Josh Farrar, A Song For Bijou, fiction
Published three years after Haiti's catastrophic earthquake, an event that plays a pivotal role in Josh Farrar's latest book, A Song for Bijou (Walker Books/Bloomsbury) is a funny, touching chronicle of young love in the multicultural setting of a contemporary middle school. Minus today's reality-show hype, this effervescent story acts as an excellent tool for parents and teachers alike to help kids deal with their adolescent emotions in our diverse society.
Josh Farrar has written a story of middle-school first crushes that also gives readers an intimate look at a Haitian-American immigrant experience that has been woefully underrepresented in both adult and children's contemporary fiction. A fun, breezy read punctuated by scenes of celebratory music and dancing, A Song for Bijou heartwarmingly depicts the efforts of a multicultural group of friends in Brooklyn, New York to understand the mysteries of the opposite sex, and the complexities of the world they live in. Told in alternating viewpoints against the vibrant backdrop of Haitian-American culture, the author's lead characters, Alex Schrader and Bijou Doucet, take their first tender steps toward love in this affecting story.
Life for Alex has never involved girls. Attending an all-boys prep school, most of his time is spent clowning around with his friends. But that all changes the first time he sets eyes on Bijou, a beautiful Haitian girl who relocated to Brooklyn after the earthquake, and he is determined to win her heart. Bijou, on the other hand, is surprised daily by how different life is in America. After Alex asks her out, he quickly learns there are rules when it comes to girls, both in Haitian culture and with his own friends. And Bijou discovers she doesn't have to let go of her roots to find joy in her new life.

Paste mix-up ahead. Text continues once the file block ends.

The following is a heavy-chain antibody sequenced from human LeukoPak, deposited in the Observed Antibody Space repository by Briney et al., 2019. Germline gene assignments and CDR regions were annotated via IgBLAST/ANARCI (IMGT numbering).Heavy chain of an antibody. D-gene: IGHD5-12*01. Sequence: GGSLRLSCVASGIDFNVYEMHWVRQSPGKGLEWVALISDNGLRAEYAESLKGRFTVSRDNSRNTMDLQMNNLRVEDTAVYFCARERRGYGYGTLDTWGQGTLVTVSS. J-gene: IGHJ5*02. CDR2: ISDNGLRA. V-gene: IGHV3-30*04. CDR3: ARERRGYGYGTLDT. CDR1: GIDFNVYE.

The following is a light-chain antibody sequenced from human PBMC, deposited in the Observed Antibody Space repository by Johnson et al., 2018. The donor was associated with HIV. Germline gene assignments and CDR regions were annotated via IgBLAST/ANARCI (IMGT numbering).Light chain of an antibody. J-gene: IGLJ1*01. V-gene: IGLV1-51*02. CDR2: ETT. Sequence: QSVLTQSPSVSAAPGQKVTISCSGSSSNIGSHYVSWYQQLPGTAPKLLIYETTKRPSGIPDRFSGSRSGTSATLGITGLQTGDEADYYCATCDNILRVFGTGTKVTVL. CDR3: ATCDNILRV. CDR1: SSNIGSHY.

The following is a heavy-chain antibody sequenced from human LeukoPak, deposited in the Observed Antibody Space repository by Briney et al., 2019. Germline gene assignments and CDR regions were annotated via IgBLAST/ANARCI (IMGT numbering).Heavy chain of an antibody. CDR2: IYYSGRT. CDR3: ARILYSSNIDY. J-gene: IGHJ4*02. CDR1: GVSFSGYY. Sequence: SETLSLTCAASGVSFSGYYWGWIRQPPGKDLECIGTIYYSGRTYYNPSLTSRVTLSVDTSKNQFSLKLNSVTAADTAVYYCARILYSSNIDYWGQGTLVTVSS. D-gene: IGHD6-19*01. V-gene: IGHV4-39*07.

A Song for Bijou is a realistic depiction of a group of regular, good kids negotiating the complex business of growing up. The second novel by author Josh Farrar, the novel has been praised as an "enjoyable, seriocomic tale of new love, Culture Clash, adolescent social stratification and friendship...a solid, timely effort," by Kirkus Reviews. Farrar's first book, Rules to Rock By, was called by School Library Journal a "spirited, never-say-die story about a girl and her dream...Farrar's first novel hits home about tween life, especially among the creative set, and for anyone who has ever been bullied."